A Tale of Two Filmmaking Rebels: Our Review of ‘Tommaso’

A Tale of Two Filmmaking Rebels: Our Review of ‘Tommaso’

Willem Dafoe’s face is a true cinematic wonder. Like the great actors of the silent film era, it is extraordinarily expressive, able to convey warmth, humour or menace in equal measure (exactly the reason he was so good at playing Nosferatu actor Max Schreck in Shadow of the Vampire). Gaze into Dafoe’s face long enough and whole experiences begin to reveal themselves. Yet for all his facial lunacy, he still remains an incredibly grounded actor, which is why his ongoing collaboration with Bronx-born enfant terrible Abel Ferrara has been so creatively fulfilling. In Tommaso, the sixth collaboration between the two (their seventh, Siberia, just premiered at Berlin earlier this year), we get plenty of time to study Dafoe’s wearied face, the camera restlessly roving around the actor as he plays a character somewhat indistinguishable from Ferrara himself.

Dafoe plays Tommaso, an American filmmaker living in Italy with his much younger wife and their three-year old daughter. While in pre-production on a fantastical new big-budget film, Tommaso mostly spends his days wandering the streets of his newly-adopted hometown, teaching acting classes, and intermittently meeting with a private language instructor to improve his Italian. He’s also an addict, coming up on his six-year anniversary of being sober and still religiously attending weekly AA meetings where he unloads stories of his formerly drug-fueled, hedonistic filmmaking career.

Tommaso is a film less concerned with traditional narrative arcs, however, instead becoming a trenchant character study of a middle-aged artist grappling with his growing cultural irrelevance and overall place in the world. It has an existentially beautiful vibe reminiscent of the masterworks of peak-period Antonioni while also remaining one of the most personal projects Ferrara has ever helmed. While stopping short of any explicit references, it’s obvious that Tommaso and Ferrara are cut from the same cloth, with the director reminiscing and grappling with his earlier days as a Hollywood wild man in the ‘80s and ‘90s (just YouTube his legendary Conan O’Brien interview for a reminder).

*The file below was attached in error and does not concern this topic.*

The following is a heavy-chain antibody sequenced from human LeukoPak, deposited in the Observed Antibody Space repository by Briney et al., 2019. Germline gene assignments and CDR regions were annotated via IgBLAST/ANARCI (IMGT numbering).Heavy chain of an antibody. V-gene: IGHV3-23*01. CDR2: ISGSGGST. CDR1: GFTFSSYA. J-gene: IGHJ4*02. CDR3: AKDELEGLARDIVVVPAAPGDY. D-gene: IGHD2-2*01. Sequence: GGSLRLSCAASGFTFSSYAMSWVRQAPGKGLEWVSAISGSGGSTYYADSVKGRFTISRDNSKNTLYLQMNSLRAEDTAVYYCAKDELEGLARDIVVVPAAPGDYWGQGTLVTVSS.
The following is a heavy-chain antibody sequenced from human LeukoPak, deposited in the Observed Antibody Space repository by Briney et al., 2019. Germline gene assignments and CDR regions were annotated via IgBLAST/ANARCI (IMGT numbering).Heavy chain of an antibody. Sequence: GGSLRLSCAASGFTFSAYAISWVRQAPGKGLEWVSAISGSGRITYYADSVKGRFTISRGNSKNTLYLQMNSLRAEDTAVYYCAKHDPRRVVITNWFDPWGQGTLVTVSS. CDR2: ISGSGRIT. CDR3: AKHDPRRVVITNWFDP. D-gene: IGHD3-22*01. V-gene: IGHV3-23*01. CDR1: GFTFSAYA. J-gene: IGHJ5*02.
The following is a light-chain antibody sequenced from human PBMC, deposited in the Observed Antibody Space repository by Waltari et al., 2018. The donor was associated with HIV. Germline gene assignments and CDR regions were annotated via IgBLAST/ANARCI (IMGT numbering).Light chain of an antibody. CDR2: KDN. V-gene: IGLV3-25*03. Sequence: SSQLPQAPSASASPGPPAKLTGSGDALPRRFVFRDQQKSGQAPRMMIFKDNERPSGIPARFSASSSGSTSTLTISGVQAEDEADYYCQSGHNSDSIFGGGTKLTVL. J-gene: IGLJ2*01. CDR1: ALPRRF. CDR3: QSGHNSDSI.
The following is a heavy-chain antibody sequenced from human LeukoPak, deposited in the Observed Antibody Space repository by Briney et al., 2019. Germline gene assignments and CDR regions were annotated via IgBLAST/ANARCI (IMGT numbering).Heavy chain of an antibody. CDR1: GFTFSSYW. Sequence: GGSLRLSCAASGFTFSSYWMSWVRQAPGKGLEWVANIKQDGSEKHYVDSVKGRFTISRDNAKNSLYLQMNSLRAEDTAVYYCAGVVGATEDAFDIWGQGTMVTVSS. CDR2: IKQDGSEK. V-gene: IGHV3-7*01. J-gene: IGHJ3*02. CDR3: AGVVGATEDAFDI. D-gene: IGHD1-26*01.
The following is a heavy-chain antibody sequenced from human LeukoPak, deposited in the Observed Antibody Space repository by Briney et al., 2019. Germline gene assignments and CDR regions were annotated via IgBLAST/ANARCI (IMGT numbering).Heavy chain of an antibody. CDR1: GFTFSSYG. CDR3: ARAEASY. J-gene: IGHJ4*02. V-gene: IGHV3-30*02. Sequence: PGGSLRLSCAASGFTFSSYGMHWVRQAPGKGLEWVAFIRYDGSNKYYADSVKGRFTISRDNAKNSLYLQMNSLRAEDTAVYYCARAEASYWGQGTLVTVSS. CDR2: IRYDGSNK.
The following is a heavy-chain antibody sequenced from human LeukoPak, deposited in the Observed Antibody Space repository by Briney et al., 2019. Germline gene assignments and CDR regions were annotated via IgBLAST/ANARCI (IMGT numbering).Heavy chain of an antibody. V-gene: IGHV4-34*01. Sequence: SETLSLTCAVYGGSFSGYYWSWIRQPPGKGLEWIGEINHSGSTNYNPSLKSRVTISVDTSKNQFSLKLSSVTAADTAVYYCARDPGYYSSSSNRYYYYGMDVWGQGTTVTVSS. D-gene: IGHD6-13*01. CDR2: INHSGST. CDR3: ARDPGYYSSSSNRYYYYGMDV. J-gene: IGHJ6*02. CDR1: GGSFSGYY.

Dafoe is the perfect person to embody this fictionalized version of his friend, especially since he was also very much a part of the high-octane, coke-fuelled Hollywood scene back in the day. He plays Tommaso with the perfect mixture of sympathetic world-weariness and childish petulance, especially in scenes where he annoyingly admonishes his wife for not making lunch for him or freaks out when she wants to take the metro with their daughter instead of a cab. It’s a complex portrayal of a man who’s desperately trying to avoid the fact that he’s become the oldest guy in the room.

Tommaso does fall into some of the tiring tropes of what I like to call the “pervy old man European director syndrome”, particularly in a series of dreamlike sequences where a fully-clothed Dafoe engages in sensual embraces with his fully-nude young female acting students. It’s in moments like these where Ferrara’s age shows more than anything, as it doesn’t quite work like it may have in his head 30 years ago. Still, there’s a lot here to admire and Ferrara proves he has plenty of that electric directorial energy left in him, ending his film on an intriguingly ambiguous note of that trademark Catholic guilt that has always hovered over his work (and that also sneakily calls back to Dafoe’s work in The Last Temptation of Christ).

This is an actor-director collaboration that would do well to continue indefinitely.

This post was written by
After his childhood dream of playing for the Mighty Ducks fell through, Mark turned his focus to the glitz and glamour of the movies. He's covered the extensive Toronto film scene for online outlets and is a filmmaker himself, currently putting the final touches on a low-budget (okay, no-budget) short film to be released in the near future. You can also find him behind the counter as product manager of Toronto's venerable film institution, Bay Street Video.
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